Contracts Mean What They Say: BKGC Scores Knockout On Day 1 Of Trial
On the first day of what was forecast to be a 5-week jury trial in Orange County Superior Court, Burkhalter Kessler Clement & George LLP lawyers secured a complete judgment in favor of their client before the jury trial got underway.
The lawsuit stemmed from the uncompleted sale of about 2 acres of land in Costa Mesa. Burkhalter Kessler Clement & George LLP client, Red Mountain Retail Group, a Santa Ana based company specializes in revitalizing neglected and challenging properties into attractive, productive parts of the community. Consistent with this, back in 2006, Red Mountain acquired a blighted group of parcels suffering from some pre-existing contamination. Red Mountain set out to remediate the property and redevelop it. After weathering the Great Recession, the property was ready to market, and Red Mountain found a willing buyer in South Coast Communities, LLC. South Coast billed itself as an experienced home builder with the sophistication to handle environmentally challenged properties. Red Mountain and South Coast entered into a formal contract in August 2012. Under the terms of the deal, Red Mountain agreed to help South Coast get the City of Costa Mesa to approve South Coast’s planned housing development, and Red Mountain would work with the environmental agencies on remediation and to get the clearances required to allow development. All of the agreements between the parties (there were a total of seven amendments to the original contract), always maintained a clear “outside closing date”-an automatic termination date that would kick in if the deal had not closed by a date certain. The evidence in the case made it clear that these outside closing dates were commonplace in real estate contracts-especially where the parties are dependent on government approvals that are difficult to predict. Ultimately, despite everyone’s best efforts, the necessary government approvals were not obtained before the outside closing date. South Coast refused to close escrow, and the deal terminated on October 31, 2014, the “outside closing date”.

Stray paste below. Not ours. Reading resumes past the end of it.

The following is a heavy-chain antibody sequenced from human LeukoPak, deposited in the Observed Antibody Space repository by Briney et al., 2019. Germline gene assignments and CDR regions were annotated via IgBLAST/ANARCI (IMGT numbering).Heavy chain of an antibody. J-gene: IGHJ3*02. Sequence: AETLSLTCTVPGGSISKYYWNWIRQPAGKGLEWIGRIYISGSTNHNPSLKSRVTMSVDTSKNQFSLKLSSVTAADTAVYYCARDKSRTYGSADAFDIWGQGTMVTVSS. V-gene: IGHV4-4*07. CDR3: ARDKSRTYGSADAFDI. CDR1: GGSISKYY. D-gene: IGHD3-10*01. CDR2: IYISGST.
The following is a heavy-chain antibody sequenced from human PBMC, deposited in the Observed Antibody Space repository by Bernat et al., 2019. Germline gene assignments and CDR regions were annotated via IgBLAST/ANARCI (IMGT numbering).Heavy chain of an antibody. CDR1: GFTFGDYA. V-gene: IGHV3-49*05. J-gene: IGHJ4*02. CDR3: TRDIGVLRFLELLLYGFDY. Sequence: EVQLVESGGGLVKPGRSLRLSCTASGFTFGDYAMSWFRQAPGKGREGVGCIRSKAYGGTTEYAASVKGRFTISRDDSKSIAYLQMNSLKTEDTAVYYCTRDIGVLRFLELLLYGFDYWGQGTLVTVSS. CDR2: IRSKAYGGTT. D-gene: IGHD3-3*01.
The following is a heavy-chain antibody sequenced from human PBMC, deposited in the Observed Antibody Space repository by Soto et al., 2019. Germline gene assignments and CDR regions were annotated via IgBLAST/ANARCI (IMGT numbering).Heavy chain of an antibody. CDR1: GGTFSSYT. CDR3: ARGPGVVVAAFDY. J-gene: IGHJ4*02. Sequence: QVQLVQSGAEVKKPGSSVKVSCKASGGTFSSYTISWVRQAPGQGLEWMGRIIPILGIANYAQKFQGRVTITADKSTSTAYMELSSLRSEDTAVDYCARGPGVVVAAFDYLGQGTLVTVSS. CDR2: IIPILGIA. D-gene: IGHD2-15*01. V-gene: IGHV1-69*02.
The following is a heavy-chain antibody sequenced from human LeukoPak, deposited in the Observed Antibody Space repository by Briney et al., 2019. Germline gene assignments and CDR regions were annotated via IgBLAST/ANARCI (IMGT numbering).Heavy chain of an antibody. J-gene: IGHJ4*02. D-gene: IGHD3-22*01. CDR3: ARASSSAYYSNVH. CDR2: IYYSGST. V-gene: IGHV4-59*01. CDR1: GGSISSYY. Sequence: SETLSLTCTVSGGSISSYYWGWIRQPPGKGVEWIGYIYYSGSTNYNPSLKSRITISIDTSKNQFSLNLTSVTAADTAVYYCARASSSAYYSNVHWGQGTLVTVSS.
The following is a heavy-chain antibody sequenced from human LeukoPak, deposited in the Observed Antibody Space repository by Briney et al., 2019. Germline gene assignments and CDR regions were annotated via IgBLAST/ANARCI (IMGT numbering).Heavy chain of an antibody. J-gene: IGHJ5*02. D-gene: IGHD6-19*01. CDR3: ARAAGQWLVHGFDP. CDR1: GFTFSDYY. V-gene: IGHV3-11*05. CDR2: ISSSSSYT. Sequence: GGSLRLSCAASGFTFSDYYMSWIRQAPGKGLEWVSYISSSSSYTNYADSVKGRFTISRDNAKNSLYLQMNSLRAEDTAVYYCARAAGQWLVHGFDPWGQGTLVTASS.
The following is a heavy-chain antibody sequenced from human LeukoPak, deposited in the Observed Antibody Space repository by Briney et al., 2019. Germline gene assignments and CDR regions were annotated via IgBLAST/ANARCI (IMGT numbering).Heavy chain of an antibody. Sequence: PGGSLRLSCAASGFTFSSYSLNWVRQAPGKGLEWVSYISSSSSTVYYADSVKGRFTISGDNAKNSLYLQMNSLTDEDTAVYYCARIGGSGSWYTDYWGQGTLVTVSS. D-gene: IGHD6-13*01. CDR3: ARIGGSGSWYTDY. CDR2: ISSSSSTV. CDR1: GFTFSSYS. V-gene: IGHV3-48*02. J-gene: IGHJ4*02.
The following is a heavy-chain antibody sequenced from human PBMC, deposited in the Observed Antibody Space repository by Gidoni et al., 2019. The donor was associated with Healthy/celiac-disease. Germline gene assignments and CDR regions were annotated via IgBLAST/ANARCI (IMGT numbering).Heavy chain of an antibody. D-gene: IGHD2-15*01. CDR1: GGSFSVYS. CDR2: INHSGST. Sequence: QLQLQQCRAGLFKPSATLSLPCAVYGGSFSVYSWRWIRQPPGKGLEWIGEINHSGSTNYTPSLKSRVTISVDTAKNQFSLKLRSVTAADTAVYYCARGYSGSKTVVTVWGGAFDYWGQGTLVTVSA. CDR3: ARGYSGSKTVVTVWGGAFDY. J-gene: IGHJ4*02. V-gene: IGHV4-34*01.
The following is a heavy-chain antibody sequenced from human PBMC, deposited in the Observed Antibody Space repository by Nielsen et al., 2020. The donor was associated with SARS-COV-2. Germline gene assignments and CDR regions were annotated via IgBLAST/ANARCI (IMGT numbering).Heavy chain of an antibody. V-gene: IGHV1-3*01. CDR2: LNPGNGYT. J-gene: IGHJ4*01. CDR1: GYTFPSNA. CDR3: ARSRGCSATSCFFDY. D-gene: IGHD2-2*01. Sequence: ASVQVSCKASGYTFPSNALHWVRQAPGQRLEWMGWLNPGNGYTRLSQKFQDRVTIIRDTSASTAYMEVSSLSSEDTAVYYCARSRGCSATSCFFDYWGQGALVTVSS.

Despite the clear language of the contract, South Coast sued Red Mountain just seven days later, claiming the contract could essentially go on forever waiting for the government agencies to issue approvals. In addition, ignoring clear language in the contract that specifically limited the available remedies, South Coast asked the court to improperly force Red Mountain to sell the property to South Coast, or award over $9 million in claimed “damages.”
Red Mountain turned to long time Burkhalter Kessler Clement & George LLP trial counsel, Daniel J. Kessler, to defend the case. Kessler had successfully defended another Red Mountain related entity years prior in a real estate dispute. From early in the lawsuit, it became evident that South Coast’s strategy was to muddy the waters of a simple contract dispute with complicated, but irrelevant, environmental and land use issues. Utilizing a team including experienced litigators, Ros Lockwood and Amber Sanchez, and despite being besieged with nearly 26,000 documents in discovery, the Kessler and the Burkhalter Kessler Clement & George LLP team expertly kept the Court focused on the issue at hand: the contract. Burkhalter Kessler Clement & George LLP filed several key pre-trial motions directing the judge to the critical contract language regarding the outside closing date. The strategy paid off. Before the plaintiff could even begin jury selection, Superior Court Judge Ronald A. Bauer agreed with Burkhalter Kessler Clement & George LLP‘s contract interpretation, ruled that the contract had indeed terminated, and entered judgment in favor of Red Mountain.
Reflecting on the result, Burkhalter Kessler Clement & George LLP litigation head Dan Kessler stated, “I am very pleased for our client. It is very gratifying to see a Superior Court Judge like Judge Bauer spend the time to dig into the dense documents, apply the law, and make the right call. We felt very confident that a jury would have made the same call, but it would have been a tremendous waste of resources to go through the exercise of that trial.”
Kessler added, “The next step is getting back all of the legal fees and costs Red Mountain was forced to spend on this lawsuit that never should have been filed in the first place.”